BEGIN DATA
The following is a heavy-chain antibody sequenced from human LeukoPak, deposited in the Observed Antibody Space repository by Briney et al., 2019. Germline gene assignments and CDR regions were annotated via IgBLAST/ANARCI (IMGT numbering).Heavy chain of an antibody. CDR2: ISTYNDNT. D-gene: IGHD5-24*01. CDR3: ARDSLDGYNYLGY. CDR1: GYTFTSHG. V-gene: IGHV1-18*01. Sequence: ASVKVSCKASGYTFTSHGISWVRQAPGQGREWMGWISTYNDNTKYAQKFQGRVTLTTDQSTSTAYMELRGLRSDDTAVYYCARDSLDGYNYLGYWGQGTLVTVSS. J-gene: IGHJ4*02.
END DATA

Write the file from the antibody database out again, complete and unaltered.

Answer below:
The following is a heavy-chain antibody sequenced from human LeukoPak, deposited in the Observed Antibody Space repository by Briney et al., 2019. Germline gene assignments and CDR regions were annotated via IgBLAST/ANARCI (IMGT numbering).Heavy chain of an antibody. CDR2: ISTYNDNT. D-gene: IGHD5-24*01. CDR3: ARDSLDGYNYLGY. CDR1: GYTFTSHG. V-gene: IGHV1-18*01. Sequence: ASVKVSCKASGYTFTSHGISWVRQAPGQGREWMGWISTYNDNTKYAQKFQGRVTLTTDQSTSTAYMELRGLRSDDTAVYYCARDSLDGYNYLGYWGQGTLVTVSS. J-gene: IGHJ4*02.